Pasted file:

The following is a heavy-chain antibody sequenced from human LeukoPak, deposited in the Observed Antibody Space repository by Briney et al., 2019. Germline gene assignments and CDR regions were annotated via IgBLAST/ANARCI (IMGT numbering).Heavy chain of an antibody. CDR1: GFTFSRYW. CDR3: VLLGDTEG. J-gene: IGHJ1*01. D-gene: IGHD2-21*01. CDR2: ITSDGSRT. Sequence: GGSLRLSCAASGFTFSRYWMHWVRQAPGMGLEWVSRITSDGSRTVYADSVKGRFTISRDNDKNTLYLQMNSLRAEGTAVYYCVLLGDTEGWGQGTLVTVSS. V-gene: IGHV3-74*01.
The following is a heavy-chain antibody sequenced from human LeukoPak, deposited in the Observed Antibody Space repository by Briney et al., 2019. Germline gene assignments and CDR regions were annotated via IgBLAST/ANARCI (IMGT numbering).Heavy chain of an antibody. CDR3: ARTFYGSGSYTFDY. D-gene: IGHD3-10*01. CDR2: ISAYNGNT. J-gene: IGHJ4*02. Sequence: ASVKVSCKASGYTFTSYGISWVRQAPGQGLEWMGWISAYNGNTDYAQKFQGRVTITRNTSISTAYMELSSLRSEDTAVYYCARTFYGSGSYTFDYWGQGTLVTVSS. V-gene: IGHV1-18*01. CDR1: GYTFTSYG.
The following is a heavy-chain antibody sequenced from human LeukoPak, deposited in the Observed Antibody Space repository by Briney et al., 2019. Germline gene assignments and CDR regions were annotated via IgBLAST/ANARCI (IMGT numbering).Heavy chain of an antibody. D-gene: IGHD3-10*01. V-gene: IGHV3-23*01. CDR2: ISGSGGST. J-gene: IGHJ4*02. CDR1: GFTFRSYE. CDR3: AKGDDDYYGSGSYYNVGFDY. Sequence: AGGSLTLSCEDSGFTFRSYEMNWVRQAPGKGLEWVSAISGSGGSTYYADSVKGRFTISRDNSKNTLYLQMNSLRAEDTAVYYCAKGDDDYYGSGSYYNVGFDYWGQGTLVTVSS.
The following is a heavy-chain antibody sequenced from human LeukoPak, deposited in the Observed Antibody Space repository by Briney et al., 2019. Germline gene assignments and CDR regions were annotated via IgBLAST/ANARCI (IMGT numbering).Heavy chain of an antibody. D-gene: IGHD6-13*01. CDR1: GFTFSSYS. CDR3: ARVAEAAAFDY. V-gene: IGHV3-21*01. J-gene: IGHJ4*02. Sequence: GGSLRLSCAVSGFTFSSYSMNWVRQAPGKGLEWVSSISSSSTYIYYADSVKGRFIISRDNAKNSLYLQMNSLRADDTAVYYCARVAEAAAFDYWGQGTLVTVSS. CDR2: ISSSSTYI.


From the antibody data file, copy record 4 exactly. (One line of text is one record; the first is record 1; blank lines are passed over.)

The following is a heavy-chain antibody sequenced from human LeukoPak, deposited in the Observed Antibody Space repository by Briney et al., 2019. Germline gene assignments and CDR regions were annotated via IgBLAST/ANARCI (IMGT numbering).Heavy chain of an antibody. D-gene: IGHD6-13*01. CDR1: GFTFSSYS. CDR3: ARVAEAAAFDY. V-gene: IGHV3-21*01. J-gene: IGHJ4*02. Sequence: GGSLRLSCAVSGFTFSSYSMNWVRQAPGKGLEWVSSISSSSTYIYYADSVKGRFIISRDNAKNSLYLQMNSLRADDTAVYYCARVAEAAAFDYWGQGTLVTVSS. CDR2: ISSSSTYI.